Date: 2018–11
  5. By: Emre Alper; Michal Miktus
    Abstract: Digital connectivity, including through the modern cellular network technologies, is expected to play a key role for the Future of Work in sub-Saharan Africa (SSA). We estimate the cost of introducing a full-scale 4G network by 2025 in SSA and an operable 5G network by 2040. We adapt the costing model of Lombardo (2019) by accounting for the significant demographic transformation and rapid urbanization in SSA. We use the WorldPop and GADM databases and the UN’s medium-variant population projections to project the population densities at the highest level of administrative division for each SSA country in 2025 and 2040. For full 4G connectivity, the required capital and operational costs stands approximately at US$14 billion by 2025 and for 5G connectivity, costs amount to US$57 billion in 2040, conditional on having the 4G in place by 2025. These costs roughly translate to 8.4 percent of annual subscriber income, on a median basis, by 2025 for 4G and 4.9 percent of subscriber income by 2040 for 5G. Having the infrastructure in place is not sufficient to bridge the mobile Digital Divide. In addition, policies are needed to address affordability and knowledge gaps.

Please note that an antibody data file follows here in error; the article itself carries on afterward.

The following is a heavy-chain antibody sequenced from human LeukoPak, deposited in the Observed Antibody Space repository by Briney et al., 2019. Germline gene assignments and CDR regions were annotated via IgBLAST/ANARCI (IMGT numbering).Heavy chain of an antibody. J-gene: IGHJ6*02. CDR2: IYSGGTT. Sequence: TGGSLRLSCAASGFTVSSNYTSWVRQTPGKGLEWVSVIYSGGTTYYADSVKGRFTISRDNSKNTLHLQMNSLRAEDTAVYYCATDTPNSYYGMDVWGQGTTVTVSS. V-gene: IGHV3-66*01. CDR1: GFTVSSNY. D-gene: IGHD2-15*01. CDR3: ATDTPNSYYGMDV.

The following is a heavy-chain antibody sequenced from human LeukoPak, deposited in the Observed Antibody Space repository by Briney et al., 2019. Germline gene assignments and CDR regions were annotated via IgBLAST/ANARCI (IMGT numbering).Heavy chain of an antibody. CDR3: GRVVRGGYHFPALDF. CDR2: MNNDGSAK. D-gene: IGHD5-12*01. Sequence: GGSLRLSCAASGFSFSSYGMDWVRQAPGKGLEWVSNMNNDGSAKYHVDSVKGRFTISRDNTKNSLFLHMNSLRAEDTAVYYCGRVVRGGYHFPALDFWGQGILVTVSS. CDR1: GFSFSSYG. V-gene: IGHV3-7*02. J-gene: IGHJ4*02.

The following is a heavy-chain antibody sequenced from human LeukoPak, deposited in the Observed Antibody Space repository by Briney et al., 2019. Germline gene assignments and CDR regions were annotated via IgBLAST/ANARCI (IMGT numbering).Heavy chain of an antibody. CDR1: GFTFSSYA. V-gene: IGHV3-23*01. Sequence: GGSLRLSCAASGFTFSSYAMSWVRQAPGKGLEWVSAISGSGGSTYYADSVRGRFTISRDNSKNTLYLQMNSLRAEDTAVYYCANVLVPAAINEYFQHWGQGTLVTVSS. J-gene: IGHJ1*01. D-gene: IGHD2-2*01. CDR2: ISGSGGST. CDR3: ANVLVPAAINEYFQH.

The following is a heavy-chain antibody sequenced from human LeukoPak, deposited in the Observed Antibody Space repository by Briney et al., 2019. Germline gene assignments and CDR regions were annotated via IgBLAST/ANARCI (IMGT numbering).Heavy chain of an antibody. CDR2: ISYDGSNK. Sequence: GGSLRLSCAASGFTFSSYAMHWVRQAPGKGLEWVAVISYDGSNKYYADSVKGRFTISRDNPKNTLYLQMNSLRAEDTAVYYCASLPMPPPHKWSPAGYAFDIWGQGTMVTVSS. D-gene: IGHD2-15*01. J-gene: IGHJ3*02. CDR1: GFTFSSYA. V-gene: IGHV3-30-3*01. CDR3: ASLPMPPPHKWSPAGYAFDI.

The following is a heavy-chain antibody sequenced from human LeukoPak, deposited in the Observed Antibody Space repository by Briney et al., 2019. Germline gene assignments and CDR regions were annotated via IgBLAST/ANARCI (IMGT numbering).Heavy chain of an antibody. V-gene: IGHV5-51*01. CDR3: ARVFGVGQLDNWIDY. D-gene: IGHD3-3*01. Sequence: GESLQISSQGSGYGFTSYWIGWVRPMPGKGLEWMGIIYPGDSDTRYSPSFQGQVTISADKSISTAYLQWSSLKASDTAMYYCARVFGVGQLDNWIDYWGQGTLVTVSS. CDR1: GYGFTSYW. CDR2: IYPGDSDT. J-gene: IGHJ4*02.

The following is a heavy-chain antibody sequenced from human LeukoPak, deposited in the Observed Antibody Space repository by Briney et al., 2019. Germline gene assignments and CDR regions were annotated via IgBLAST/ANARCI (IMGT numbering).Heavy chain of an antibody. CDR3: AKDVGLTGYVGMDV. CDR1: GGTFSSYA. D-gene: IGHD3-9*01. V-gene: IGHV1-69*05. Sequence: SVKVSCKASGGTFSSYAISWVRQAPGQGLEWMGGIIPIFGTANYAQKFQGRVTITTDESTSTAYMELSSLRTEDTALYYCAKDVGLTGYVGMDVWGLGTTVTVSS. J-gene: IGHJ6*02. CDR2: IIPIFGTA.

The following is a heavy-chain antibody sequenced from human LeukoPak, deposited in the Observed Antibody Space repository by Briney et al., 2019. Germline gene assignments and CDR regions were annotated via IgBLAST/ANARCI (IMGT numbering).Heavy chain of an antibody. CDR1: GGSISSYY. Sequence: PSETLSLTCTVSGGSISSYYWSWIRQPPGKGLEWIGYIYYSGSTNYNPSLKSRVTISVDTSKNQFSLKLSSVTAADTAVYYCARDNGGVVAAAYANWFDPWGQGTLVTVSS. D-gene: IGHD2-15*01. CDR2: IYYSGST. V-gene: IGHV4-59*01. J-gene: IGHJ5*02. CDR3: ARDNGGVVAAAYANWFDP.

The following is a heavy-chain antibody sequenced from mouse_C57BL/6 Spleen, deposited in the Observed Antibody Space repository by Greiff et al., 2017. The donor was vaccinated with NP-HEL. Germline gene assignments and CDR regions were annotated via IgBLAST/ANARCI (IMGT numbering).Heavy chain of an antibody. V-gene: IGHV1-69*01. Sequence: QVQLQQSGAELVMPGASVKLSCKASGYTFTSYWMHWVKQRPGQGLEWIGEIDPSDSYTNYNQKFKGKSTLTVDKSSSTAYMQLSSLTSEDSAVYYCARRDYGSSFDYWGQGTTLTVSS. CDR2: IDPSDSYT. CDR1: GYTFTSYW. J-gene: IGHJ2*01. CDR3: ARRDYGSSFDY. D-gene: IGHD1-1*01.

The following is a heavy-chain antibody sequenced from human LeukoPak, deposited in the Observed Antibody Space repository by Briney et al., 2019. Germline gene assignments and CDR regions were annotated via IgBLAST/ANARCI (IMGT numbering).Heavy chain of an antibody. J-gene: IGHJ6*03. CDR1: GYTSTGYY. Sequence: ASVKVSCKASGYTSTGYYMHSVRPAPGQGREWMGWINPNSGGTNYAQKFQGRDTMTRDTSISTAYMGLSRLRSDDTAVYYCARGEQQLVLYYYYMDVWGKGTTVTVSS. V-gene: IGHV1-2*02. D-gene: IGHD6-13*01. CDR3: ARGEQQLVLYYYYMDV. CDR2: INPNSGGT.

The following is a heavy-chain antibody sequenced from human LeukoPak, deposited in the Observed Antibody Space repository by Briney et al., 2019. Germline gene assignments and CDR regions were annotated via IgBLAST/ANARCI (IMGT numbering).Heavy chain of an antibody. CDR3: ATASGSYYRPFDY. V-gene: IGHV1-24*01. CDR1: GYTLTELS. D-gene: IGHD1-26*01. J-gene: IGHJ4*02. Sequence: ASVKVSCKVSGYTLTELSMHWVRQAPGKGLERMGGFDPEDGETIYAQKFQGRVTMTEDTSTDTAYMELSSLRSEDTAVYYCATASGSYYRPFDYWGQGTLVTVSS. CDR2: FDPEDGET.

Date: 2019–11–15
  6. By: Yoko Kijima (National Graduate Institute for Policy Studies, Tokyo, Japan)
    Abstract: Although rice has been a prominent cash crop in areas with access to lowland in Uganda, the adoption of rice and area expansion have stagnated despite the Government of Uganda's 2009 National Rice Development Policy and its commitment to doubling rice production over 10 years. Using panel data collected in 2010 and 2017 as well as risk preference data elicited via lab-in-the-field experiments conducted in rural Uganda, we find that farmers with higher loss aversion are less likely to grow rice and expand their rice cultivation areas. This study affirms that risk preferences play a critical role in agricultural production decisions.